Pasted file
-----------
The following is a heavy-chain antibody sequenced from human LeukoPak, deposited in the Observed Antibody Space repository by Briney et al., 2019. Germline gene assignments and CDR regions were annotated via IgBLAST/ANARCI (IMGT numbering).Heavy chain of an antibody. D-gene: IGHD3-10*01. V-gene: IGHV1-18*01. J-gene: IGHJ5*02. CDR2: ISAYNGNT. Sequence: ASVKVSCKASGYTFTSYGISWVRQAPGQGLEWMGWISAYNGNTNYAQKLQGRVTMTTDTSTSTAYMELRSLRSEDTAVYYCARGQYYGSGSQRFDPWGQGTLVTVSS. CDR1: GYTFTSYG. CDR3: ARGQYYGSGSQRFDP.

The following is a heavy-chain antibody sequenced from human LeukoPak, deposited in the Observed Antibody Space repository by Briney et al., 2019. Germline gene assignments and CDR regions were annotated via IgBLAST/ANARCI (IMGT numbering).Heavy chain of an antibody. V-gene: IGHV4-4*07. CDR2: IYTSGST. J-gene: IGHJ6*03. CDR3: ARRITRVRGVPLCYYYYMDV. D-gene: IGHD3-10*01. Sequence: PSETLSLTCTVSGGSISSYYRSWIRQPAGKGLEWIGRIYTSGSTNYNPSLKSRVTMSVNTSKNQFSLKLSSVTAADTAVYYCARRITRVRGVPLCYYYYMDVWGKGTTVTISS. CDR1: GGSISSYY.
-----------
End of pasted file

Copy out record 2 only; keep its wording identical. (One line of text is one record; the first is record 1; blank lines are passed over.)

The following is a heavy-chain antibody sequenced from human LeukoPak, deposited in the Observed Antibody Space repository by Briney et al., 2019. Germline gene assignments and CDR regions were annotated via IgBLAST/ANARCI (IMGT numbering).Heavy chain of an antibody. V-gene: IGHV4-4*07. CDR2: IYTSGST. J-gene: IGHJ6*03. CDR3: ARRITRVRGVPLCYYYYMDV. D-gene: IGHD3-10*01. Sequence: PSETLSLTCTVSGGSISSYYRSWIRQPAGKGLEWIGRIYTSGSTNYNPSLKSRVTMSVNTSKNQFSLKLSSVTAADTAVYYCARRITRVRGVPLCYYYYMDVWGKGTTVTISS. CDR1: GGSISSYY.